The vehicle as we perceive it has been a part of our lives for well over 100 years now and while its capabilities have of course changed immeasurably since the earliest examples, ultimately the ICE still operates in much the same way. The majority of developments made over the course of time have been aimed at improving fuel efficiency in what is essentially a closed system. Fuel is stored and consumed within the vehicle and the nature of liquid fuel means it has always been relatively simple to refuel.

Replacing liquid fuel with electric charge is clearly changing that. Fuel in the form of electricity is now effectively less regulated, as it is no longer necessary to obtain it from a licensed supplier. Any electric vehicle owner can typically charge their vehicle from any electrical outlet, but in terms of scale it becomes necessary to impose control with the fewest possible restrictions.

This combination of ease of access coupled with protection is very well established in the computing world and it is here the automotive industry is turning, in order to establish standards that can be applied to e-mobility. The Trusted Computing Group has driven the development and acceptance of the specification referred to as the Trusted Platform Module (TPM) to further the goal of protecting while still providing ease of access.

This specification is now being implemented using dedicated semiconductors by integrated device manufacturers, referred to as discrete TPMs to differentiate them from implementations that form part of another integrated device or are implemented purely in software; the TCG sees discrete TPMs as the most secure. If certified according to Common Criteria (ISO/IEC 15408) to its adopted standard defining TPMs (ISO/IEC 11889), devices that meet this specification are resistant to physical attacks and implement security features including authentication, encryption and cryptography that help secure connected systems using protected keys. TPM 2.0 is the latest iteration of the specification and it provides a more flexible approach to developing a solution.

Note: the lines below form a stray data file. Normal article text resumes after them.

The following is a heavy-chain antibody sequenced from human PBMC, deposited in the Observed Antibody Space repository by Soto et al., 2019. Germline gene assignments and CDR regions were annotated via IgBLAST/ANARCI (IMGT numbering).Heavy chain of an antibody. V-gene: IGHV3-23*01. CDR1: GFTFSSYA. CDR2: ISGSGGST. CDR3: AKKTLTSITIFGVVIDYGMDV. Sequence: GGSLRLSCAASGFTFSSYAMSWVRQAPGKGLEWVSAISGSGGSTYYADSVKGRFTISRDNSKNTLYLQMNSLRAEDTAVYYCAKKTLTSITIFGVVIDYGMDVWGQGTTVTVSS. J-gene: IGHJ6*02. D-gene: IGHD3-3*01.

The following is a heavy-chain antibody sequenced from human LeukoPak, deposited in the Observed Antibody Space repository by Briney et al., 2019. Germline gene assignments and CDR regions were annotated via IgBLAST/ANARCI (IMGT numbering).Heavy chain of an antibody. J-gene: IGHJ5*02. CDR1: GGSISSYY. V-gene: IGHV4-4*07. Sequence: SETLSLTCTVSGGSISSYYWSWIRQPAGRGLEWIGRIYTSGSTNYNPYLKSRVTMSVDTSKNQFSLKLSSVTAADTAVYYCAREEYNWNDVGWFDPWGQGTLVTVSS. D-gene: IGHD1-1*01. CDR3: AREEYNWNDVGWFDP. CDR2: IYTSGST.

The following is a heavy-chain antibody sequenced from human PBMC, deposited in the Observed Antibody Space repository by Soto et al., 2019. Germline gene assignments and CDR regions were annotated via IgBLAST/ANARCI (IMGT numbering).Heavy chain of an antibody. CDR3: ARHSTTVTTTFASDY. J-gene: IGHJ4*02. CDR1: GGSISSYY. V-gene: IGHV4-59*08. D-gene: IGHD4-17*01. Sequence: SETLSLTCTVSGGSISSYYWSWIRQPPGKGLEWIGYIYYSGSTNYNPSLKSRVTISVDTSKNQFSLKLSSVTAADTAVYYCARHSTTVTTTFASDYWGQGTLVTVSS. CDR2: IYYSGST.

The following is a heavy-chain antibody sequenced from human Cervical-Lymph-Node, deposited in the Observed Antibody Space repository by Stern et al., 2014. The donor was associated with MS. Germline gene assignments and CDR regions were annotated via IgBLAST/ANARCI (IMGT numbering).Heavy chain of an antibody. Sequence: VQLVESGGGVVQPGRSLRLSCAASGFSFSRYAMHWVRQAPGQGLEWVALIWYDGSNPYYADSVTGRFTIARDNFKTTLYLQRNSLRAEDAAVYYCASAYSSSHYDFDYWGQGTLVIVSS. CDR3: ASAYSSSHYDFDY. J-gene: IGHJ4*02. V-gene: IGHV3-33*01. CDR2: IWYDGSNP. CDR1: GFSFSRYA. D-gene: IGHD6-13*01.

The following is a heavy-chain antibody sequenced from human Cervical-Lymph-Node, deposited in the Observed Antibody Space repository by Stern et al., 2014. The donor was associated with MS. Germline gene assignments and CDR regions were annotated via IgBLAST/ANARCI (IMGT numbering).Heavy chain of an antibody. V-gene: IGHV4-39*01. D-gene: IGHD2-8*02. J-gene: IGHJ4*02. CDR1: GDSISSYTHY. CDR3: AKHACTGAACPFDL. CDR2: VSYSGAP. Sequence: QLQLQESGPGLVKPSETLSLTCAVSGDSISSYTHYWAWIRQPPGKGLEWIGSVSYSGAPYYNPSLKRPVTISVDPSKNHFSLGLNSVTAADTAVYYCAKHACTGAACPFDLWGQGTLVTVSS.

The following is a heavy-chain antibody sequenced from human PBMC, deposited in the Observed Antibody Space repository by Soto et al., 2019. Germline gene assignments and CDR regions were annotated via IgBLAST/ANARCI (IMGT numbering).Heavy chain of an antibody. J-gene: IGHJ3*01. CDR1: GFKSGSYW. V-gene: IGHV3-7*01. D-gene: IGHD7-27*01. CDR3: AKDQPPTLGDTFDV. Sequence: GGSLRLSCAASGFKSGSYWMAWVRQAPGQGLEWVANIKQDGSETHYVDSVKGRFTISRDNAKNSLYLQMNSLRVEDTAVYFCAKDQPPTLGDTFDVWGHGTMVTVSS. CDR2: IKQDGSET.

Secured microcontrollers that comply with TPM 2.0 offer levels of tamper-resistance that simply aren’t included in general purpose microcontrollers, developed in accordance with the use-cases being developed for e-mobility, for example charging. One form of protection includes adding a root of trust to implement secured boot at power-up, which uses authentication to verify that the code/data stored in an external memory hasn’t been tampered with before it is loaded into the processor’s main memory. Other forms of intrusion include so-called ‘side-channel’ attacks, which exploit easily accessible information about the system to gain insights. This may include using non-invasive techniques, such as differential power analysis, which has been shown to be effective in the reconstruction of data. This is specifically important, since as there is physical access to both vehicle and charging station, physical attacks must be considered in the attacker model. As well as securing the access points in a connected vehicle, it will also be necessary to use a TPM to secure sensitive data generated by modern vehicles. This may include but is not limited to data attributed to vehicle operation and maintenance as well as data attributed to the driver or owner (containing Personally Identifiable Information (PII), accounting and billing details, etc.) whose integrity, authenticity – and in some cases also confidentiality and/or non-repudiation – needs to be protected.